Heathrow blunders trigger data governance warning

heathrow2Companies are being warned to ensure that data protection is given the highest priority in the boardroom following a catalogue of failures uncovered in an investigation into Heathrow Airport, including the fact that just 2% of staff had received data protection training.
The move follows an Information Commissioner’s Office investigation into a major data breach at the airport triggered when a member of the public found a USB memory stick, which had been lost by a Heathrow employee. The stick, which contained 76 folders and over 1,000 files was neither encrypted nor password protected.
The member of the public viewed the material it contained at a local library. The stick was then passed to a national newspaper which took copies of the data before giving the stick back to Heathrow.
The information reportedly included routes and timings of airport security patrols, ID required to access restricted areas, maps of CCTV cameras and even the Queen’s exact route used each time she travelled there.
It also contained a training video which exposed ten individuals’ details including names, dates of birth, passport numbers, and the details of up to 50 Heathrow aviation security personnel.
The ICO investigation found that only 2% of the 6,500-strong workforce had been trained in data protection. The investigation also revealed the widespread use of removable media in contravention of Heathrow’s own policies and guidance and ineffective controls preventing personal data from being downloaded onto unauthorised or unencrypted media.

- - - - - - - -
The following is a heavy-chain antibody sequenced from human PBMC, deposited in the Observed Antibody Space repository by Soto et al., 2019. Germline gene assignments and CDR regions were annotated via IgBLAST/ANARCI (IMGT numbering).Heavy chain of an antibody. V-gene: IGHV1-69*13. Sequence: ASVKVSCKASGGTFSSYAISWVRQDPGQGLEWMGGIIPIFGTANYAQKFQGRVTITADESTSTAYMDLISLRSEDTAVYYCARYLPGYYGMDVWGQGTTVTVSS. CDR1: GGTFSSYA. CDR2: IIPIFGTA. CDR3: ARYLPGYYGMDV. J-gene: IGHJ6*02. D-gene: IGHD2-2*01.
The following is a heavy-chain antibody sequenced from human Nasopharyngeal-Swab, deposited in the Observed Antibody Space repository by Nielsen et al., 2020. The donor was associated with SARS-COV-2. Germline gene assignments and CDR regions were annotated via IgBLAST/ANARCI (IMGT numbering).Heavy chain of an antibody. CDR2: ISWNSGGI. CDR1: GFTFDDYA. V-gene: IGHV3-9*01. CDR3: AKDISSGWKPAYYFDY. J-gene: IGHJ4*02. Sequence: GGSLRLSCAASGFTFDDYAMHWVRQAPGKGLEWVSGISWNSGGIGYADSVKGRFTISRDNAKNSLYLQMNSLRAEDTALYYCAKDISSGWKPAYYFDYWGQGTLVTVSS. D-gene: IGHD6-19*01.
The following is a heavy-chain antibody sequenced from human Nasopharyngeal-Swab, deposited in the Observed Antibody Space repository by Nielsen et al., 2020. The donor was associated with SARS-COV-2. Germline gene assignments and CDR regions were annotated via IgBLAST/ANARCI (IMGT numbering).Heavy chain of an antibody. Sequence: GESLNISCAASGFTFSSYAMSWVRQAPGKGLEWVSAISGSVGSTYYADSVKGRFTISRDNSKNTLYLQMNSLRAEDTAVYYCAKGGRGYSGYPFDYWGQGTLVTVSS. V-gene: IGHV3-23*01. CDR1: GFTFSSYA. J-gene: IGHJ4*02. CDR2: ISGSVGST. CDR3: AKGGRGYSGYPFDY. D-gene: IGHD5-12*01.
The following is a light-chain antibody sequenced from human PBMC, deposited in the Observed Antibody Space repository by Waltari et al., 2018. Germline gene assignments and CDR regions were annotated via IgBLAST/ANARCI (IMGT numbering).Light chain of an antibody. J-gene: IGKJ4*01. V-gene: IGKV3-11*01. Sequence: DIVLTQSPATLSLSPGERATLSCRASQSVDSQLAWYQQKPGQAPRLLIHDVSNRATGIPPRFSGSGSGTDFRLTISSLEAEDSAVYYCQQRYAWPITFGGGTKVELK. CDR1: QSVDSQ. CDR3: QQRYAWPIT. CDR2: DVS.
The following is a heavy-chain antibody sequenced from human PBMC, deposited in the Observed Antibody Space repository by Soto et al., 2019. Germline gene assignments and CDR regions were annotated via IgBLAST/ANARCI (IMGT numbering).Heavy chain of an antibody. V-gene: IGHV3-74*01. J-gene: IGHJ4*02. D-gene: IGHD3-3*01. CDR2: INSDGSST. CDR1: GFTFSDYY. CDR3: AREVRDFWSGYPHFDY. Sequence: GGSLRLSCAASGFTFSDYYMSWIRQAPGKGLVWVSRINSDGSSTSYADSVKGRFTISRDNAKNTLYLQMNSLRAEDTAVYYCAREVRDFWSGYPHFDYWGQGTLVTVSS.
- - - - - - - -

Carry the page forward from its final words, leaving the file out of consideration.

The company has been fined £120,000 and ICO director of investigations Steve Eckersley said: “Data protection should have been high on Heathrow’s agenda. But our investigation found a catalogue of shortcomings in corporate standards, training and vision that indicated otherwise.
“Data protection is a boardroom issue and it is imperative that businesses have the policies, procedures and training in place to minimise any vulnerabilities of the personal information that has been entrusted to them.”
Heathrow carried out a number of remedial actions once it was informed of the breach including reporting the matter to the police, acting to contain the incident and engaging a third party specialist to monitor the Internet and dark web.

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